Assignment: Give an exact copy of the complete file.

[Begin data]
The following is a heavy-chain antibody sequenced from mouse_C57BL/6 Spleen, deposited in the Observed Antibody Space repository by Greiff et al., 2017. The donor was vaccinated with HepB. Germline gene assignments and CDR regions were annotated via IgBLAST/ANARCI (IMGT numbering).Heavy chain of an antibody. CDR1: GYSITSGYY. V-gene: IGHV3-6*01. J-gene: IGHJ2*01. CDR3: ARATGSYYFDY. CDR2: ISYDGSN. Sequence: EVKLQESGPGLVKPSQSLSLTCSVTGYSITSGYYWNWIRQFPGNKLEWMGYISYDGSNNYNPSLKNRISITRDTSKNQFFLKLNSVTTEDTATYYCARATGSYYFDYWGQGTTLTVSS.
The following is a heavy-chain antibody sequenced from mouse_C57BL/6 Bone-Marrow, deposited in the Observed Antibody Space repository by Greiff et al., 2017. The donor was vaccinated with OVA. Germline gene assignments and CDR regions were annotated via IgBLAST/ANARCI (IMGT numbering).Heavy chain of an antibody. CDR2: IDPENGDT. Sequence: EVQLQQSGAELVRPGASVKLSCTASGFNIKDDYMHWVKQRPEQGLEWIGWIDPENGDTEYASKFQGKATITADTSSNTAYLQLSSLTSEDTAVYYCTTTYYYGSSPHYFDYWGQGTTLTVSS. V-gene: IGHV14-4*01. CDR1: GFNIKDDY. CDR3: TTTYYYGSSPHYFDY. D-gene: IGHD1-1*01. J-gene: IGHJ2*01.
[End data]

The following is a heavy-chain antibody sequenced from mouse_C57BL/6 Spleen, deposited in the Observed Antibody Space repository by Greiff et al., 2017. The donor was vaccinated with HepB. Germline gene assignments and CDR regions were annotated via IgBLAST/ANARCI (IMGT numbering).Heavy chain of an antibody. CDR1: GYSITSGYY. V-gene: IGHV3-6*01. J-gene: IGHJ2*01. CDR3: ARATGSYYFDY. CDR2: ISYDGSN. Sequence: EVKLQESGPGLVKPSQSLSLTCSVTGYSITSGYYWNWIRQFPGNKLEWMGYISYDGSNNYNPSLKNRISITRDTSKNQFFLKLNSVTTEDTATYYCARATGSYYFDYWGQGTTLTVSS.
The following is a heavy-chain antibody sequenced from mouse_C57BL/6 Bone-Marrow, deposited in the Observed Antibody Space repository by Greiff et al., 2017. The donor was vaccinated with OVA. Germline gene assignments and CDR regions were annotated via IgBLAST/ANARCI (IMGT numbering).Heavy chain of an antibody. CDR2: IDPENGDT. Sequence: EVQLQQSGAELVRPGASVKLSCTASGFNIKDDYMHWVKQRPEQGLEWIGWIDPENGDTEYASKFQGKATITADTSSNTAYLQLSSLTSEDTAVYYCTTTYYYGSSPHYFDYWGQGTTLTVSS. V-gene: IGHV14-4*01. CDR1: GFNIKDDY. CDR3: TTTYYYGSSPHYFDY. D-gene: IGHD1-1*01. J-gene: IGHJ2*01.